German Chancellor Angela Merkel has announced she will stand for a fourth term in next year's general election.
Speaking to reporters after meeting with members of her Christian Democrat party (CDU), Ms Merkel said: "I literally thought about this decision endlessly ... but I am ready to run for office again."
The 62-year-old has been the head of the German government since 2005. If her party win next year's federal election and she serves the entirety of her four-year term she will match her former mentor Helmut Kohl's post-war record of 16 years in office.
Ms Merkel had previously declined to say whether she was running again during a joint press conference with Barack Obama on his last international trip at president last week.
The politician has seen high popularity during her premiership, with many Germans affectionately referring to her as "Mutti" or mother, but she has struggled to fight the rising tide of anti-immigration feeling since she allowed over a million refugees fleeing conflict in the Middle East to settle in the country.
A poll for German newspaper Bild am Sonntag found 55 per cent of Germans supported Ms Merkel running for a fourth term but her party faces a threat from the rising appeal of the anti-immigration party Alternative for Germany (AfD).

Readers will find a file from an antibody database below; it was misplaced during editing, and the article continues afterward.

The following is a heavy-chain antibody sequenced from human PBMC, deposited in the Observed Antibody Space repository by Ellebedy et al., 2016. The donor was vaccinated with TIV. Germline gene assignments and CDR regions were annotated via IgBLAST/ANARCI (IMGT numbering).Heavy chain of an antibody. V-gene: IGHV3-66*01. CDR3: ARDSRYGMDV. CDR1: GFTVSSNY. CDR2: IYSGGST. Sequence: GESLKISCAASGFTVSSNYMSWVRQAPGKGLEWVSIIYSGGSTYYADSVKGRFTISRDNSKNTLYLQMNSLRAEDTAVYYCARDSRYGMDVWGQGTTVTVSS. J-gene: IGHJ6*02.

During regional elections in the northern state of Mecklenburg-West Pomerania in September, the CDU were pushed into an embarrassing third place when the AfD surged ahead of them.
The region is one of Germany's poorest and was once part of the former communist east which has struggled to keep economically with the more prosperous west.
The anti-immigration party, along with the far-right protest group Pegida, have put pressure on Ms Merkel to follow a tougher line on immigration and the acceptance of refugees.
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Playing on fears stoked by the mass sex attacks on around 1,000 women in Cologne on New Year's Eve by men who were predominantly from ethnic minority backgrounds and a spate of lone wolf terror incidents over the summer, the AfD has ramped up its anti-immigration and anti-Islam rhetoric.
This has lead to a rise in hate attacks against refugees and those who support them such as Joachim Kebschull, the mayor of Oersdorf, who was beaten on the way to a town hall meeting in September for calling on the town to welcome Syrians.
In February, crowds reportedly "cheered" as a planned home for asylum seekers was burned down in Saxony.Reuse content